Borderline Personality Disorder,  Pain,  Substance Abuse

Pain, Borderline Personality Disorder, Emotional Lability and Opiate Abuse

An article from regarding BPD, emotional lability and Opiate Abuse:

The medical borderline: personality characteristics that promote increased risk of opioid misuse

Geralyn Datz, Melissa Bonnell, Toni Merkey, Todd Sitzman
Forrest General Hospital, Hattiesburg, MS, USA,
University of Southern Mississippi, Hattiesburg, MS, USA, Advanced Pain Therapy, PLLC, Hattiesburg, MS, USA


Opiate Abuse

Undiagnosed or untreated psychiatric comorbidities may contribute to medication misuse. In particular, personality disorders may place patients at risk for medical nonadherence, via negative coping styles. Patients with Borderline Personality Disorder (BPD) utilize medical services more frequently than those without BPD and are less likely to adhere to medical regimens. Patients with borderline traits have greater incidences of risky behavior, including abuse of prescription medications. We examined a large outpatient sample of chronic pain patients being screened for appropriateness of long-term opioid therapy in order to determine correlations between high-risk behaviors and personality type.


Participants were 96 patients who were assessed in an outpatient pain management program. Participants were administered the Millon Behavioral Medicine Diagnostic (MBMD), which measures psychosocial assets and liabilities that affect treatment response, and the Screener and Opioid Assessment for Patients with Pain – Revised (SOAPP-R), which is a measure designed to predict aberrant medication-related behavior. Hierarchical regression analysis was used to evaluate which psychiatric indicators of the MBMD would predict total SOAPP-R score. Each analysis adjusted for age, gender, duration of pain, and number of pain sites.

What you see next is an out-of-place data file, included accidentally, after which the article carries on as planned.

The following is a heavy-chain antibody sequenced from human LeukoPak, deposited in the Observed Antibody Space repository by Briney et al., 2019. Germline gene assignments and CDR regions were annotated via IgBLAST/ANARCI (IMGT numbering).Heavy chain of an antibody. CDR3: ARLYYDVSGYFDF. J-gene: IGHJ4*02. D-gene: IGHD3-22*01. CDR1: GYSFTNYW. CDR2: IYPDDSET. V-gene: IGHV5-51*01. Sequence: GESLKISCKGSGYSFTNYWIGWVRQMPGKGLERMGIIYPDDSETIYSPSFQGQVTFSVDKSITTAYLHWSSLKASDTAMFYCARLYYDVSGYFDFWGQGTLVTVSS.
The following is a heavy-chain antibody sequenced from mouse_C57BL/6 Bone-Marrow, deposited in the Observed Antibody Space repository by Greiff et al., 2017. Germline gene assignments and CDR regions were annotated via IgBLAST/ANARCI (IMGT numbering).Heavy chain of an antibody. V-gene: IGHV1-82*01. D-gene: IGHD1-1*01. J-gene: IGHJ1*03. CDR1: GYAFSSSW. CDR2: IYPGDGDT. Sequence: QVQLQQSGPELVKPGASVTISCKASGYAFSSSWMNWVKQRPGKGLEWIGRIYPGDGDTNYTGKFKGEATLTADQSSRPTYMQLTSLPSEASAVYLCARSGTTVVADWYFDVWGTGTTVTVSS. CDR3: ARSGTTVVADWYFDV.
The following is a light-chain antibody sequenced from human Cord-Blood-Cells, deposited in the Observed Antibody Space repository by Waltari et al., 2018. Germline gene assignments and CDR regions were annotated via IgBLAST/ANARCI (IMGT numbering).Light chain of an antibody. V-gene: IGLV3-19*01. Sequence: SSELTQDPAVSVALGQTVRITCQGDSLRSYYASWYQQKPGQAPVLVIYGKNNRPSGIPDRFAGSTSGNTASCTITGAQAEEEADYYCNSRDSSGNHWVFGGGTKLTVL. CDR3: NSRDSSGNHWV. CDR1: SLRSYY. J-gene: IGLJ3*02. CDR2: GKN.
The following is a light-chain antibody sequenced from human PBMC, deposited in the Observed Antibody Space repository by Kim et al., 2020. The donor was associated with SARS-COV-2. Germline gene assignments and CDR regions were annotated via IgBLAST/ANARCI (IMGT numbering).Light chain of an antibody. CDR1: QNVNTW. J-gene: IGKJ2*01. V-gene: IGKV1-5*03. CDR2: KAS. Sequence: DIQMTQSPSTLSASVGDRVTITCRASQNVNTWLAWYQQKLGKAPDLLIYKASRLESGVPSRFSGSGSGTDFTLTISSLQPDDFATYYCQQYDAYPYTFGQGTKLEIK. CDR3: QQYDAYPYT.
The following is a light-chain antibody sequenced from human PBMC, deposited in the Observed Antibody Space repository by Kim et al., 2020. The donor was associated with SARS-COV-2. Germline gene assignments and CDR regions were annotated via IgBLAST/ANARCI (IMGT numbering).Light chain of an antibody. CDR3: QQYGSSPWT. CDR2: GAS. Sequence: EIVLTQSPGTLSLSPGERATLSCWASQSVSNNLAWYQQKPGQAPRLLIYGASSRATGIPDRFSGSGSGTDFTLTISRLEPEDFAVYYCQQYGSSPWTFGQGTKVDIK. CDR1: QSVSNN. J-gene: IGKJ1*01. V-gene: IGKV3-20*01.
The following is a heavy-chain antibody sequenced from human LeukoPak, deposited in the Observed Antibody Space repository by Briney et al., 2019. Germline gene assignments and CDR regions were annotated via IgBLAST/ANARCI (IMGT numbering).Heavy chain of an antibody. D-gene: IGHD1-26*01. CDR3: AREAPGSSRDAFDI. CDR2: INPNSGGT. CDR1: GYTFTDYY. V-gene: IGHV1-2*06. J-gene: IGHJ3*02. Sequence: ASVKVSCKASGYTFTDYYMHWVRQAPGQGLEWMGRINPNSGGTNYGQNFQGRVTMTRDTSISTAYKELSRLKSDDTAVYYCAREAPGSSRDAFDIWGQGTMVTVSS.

Hierarchical regression analysis was used to evaluate which psychiatric indicators of the MBMD would predict total SOAPP-R score. Each analysis adjusted for age, gender, duration of pain, and number of pain sites. Model 1 included demographic variables, duration of pain, and number of pain sites, F(5,91)=5.81, P<.001. Overall, the model explained 24.2% of the variance in SOAPP-R scores. Results indicated that age and number of pain sites significantly predicted SOAPP-R score. Model 2 added the psychiatric indicators of the MBMD. Overall, Model 2 explained 42.7% of the variance in SOAPP-R scores, F(5,91)=6.42, P<.001. Number of pain sites and emotional lability significantly predicted SOAPP-R score over other psychiatric indicators.


Identifying “at-risk” patients for opioid misuse has significant importance in today’s climate of increased scrutiny towards pain medications. These findings suggest personality assessment serves as an effective adjunct to risk stratification. Personality factors such as emotional lability and traits of borderline personality may increase opioid misuse potential. Clinical interview, history taking, and psychological assessment are valid ways pain specialists can assess personality. Prescribing strategies such as prescreening, close monitoring, limit setting, inclusion of psychological support can mitigate risk. Personality traits are key factors that may contribute to aberrant behavior and are of importance to prescribers of opioid regimens.

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